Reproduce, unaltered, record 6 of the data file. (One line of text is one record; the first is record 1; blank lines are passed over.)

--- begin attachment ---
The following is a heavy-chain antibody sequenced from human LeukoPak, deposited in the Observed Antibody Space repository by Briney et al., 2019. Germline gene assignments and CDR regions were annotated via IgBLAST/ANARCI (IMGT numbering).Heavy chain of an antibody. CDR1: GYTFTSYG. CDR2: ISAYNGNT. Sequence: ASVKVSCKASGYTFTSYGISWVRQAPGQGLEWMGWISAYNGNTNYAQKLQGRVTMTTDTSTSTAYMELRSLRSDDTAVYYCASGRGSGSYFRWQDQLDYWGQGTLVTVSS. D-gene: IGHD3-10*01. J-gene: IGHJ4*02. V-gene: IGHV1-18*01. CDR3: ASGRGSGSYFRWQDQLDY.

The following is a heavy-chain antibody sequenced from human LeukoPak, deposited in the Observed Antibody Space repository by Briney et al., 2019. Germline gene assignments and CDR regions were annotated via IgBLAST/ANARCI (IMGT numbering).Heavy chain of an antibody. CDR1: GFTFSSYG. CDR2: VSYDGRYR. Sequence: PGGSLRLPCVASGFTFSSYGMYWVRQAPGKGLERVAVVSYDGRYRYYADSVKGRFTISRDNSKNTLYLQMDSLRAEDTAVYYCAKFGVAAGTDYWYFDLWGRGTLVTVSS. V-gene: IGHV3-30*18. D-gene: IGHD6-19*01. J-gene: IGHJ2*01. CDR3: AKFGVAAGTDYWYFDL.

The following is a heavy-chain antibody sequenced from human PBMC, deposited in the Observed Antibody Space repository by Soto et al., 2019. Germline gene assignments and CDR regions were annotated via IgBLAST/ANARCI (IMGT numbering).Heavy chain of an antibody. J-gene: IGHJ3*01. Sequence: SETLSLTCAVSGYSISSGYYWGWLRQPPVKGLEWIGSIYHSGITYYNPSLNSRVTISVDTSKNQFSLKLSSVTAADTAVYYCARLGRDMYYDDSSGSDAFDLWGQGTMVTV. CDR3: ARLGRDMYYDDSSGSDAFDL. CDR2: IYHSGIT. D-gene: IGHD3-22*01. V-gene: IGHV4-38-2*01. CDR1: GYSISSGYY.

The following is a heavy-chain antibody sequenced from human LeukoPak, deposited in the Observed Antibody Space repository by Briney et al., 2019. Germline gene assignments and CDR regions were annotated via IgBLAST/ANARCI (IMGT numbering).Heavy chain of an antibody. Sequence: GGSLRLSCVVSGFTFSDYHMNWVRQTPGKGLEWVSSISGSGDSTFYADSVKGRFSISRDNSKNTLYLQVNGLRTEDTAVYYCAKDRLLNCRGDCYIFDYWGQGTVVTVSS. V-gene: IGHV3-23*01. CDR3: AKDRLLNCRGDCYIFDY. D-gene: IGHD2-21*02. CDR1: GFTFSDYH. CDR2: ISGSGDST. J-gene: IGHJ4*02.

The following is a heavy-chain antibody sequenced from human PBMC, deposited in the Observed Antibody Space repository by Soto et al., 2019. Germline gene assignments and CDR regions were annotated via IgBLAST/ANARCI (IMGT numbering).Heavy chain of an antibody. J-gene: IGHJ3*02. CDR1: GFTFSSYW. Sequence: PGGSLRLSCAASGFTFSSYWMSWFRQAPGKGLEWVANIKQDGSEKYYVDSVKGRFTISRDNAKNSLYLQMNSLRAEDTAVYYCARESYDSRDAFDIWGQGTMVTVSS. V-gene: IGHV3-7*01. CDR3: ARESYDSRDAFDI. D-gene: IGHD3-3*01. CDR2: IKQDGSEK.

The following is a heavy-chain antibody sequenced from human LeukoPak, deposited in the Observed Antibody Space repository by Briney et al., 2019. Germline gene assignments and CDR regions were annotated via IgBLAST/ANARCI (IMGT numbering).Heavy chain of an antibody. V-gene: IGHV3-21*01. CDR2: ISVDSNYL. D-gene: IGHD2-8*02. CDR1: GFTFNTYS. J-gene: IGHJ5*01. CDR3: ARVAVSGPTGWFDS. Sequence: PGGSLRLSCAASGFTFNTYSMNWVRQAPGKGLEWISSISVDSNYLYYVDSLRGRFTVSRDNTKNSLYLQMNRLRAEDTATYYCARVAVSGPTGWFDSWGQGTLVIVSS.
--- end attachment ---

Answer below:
The following is a heavy-chain antibody sequenced from human LeukoPak, deposited in the Observed Antibody Space repository by Briney et al., 2019. Germline gene assignments and CDR regions were annotated via IgBLAST/ANARCI (IMGT numbering).Heavy chain of an antibody. V-gene: IGHV3-21*01. CDR2: ISVDSNYL. D-gene: IGHD2-8*02. CDR1: GFTFNTYS. J-gene: IGHJ5*01. CDR3: ARVAVSGPTGWFDS. Sequence: PGGSLRLSCAASGFTFNTYSMNWVRQAPGKGLEWISSISVDSNYLYYVDSLRGRFTVSRDNTKNSLYLQMNRLRAEDTATYYCARVAVSGPTGWFDSWGQGTLVIVSS.